Because of its unique molecular structure, produced using a proprietary heat, pH and non-GMO enzyme modification process, this MCP holds the singular ability to enter the circulation and inhibit Gal-3. It has a naturally high binding affinity for Gal-3’s carbohydrate recognition domain and is therefore uniquely effective in blocking the proinflammatory, profibrotic and oncogenic signalling pathways driven by excess Gal-3.

In recent years, as researchers gained better understanding of the causative role of Gal-3 in diseases beyond metastatic cancer, this form of MCP quickly became the most researched Gal-3 blocker. The momentum of scientific substantiation on this natural ingredient continues to escalate, demonstrating its significant benefits against atherosclerosis, obesity, kidney failure and numerous other conditions.6–10

The importance of using the correct modified citrus pectin

It’s important to clarify here that modified citrus pectin is a generic term. Experts in the field remind us that there are a number of other modified citrus pectin products in the market that do not share the accurate specifications achieved via a precise modification process.

According to the literature, these molecular specifications are required for bioavailability and bioactivity against Gal-3 … and what set the original and only positively researched MCP apart from inferior forms.

One recent publication highlights the consequences of using unsubstantiated MCP. Researchers tested a previously unpublished form of MCP against Gal-3 in a model of cardiovascular fibrosis. Results showed no benefits in blocking Gal-3 to prevent cardiovascular damage. Independent analysis post-publication demonstrated that the MCP material used in this study did not hold the correct molecular specifications required for Gal-3 blockade.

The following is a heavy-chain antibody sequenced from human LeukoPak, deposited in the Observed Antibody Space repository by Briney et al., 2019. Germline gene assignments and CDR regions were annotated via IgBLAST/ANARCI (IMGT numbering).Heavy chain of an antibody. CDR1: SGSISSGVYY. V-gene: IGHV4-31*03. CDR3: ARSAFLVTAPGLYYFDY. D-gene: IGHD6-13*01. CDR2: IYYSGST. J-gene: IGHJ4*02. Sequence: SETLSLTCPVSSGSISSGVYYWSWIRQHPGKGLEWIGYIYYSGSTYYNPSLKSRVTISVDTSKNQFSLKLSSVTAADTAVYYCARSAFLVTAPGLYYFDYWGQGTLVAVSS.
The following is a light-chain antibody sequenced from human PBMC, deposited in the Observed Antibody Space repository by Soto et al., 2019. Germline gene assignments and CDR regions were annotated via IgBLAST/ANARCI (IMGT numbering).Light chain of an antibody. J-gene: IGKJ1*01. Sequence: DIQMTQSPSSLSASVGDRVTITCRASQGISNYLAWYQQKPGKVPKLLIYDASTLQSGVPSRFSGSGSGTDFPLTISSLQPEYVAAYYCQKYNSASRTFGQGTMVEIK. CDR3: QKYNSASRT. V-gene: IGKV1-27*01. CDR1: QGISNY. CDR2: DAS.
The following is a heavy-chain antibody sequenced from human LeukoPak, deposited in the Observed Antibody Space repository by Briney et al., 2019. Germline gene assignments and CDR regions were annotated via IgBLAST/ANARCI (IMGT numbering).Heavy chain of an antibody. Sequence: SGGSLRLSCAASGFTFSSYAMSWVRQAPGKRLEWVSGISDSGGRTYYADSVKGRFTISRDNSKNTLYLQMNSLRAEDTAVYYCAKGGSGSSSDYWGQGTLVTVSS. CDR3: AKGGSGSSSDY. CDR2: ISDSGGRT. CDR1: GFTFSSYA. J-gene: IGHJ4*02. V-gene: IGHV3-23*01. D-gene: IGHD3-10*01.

The groundbreaking momentum of modified citrus pectin research

In contrast, more than 20 published studies on the original, extensively researched form of MCP demonstrate its ability to target Gal-3 and, in doing so, address fibrosis in multiple conditions —offering an effective intervention against some of our most deadly diseases.

New research on MCP: brain injury and neuropathic pain

Galectin-3 represents one of the fastest growing fields of medical research, as scientists continue to unravel its extensive range of pathogenic effects. Likewise, as the only available Gal-3 inhibitor, the trajectory of published data on the correct form of MCP is tracking closely with the momentum of research on Gal-3.

One vitally important new study examined this MCP in an animal model of subarachnoid haemorrhage (SAH), induced via traumatic brain injury. Gal-3 was shown to be markedly elevated following brain injury and subsequently upregulated a number of proinflammatory cytokines, resulting in neurological damage.

Researchers used MCP to block Gal-3 and, in doing so, prevented the brain oedema and neurological impairment seen in controls. This MCP was also effective in reducing the post-SAH blood-brain barrier disruption, further demonstrating its protective effects in modulating expression of Gal-3.11

Another important new study showed that this MCP is also uniquely effective in reversing injury induced neuropathic pain — a significant clinical problem that is often unresponsive to pharmaceutical interventions. By inhibiting the proinflammatory processes elicited by Gal-3, including lymphocyte, macrophage and microglia activation, MCP effectively suppressed spinal nerve ligation-induced inflammation and significantly reduced neuropathic pain.12

The critical neuroprotective effects of this MCP continue to interest researchers, particularly as the role of Gal-3 in other neurodegenerative conditions such as Alzheimer’s and Parkinson’s gains substantiation.

Enhancing treatment

Another area in which this MCP excels is in the enhancement of other treatments — both conventional and complementary. This form of MCP demonstrates powerful synergistic potential, particularly in areas of cancer treatment.13–18 One recent study showed the powerful synergistic effect of this MCP when combined with the chemotherapy drug, paclitaxel, against ovarian cancer cells.18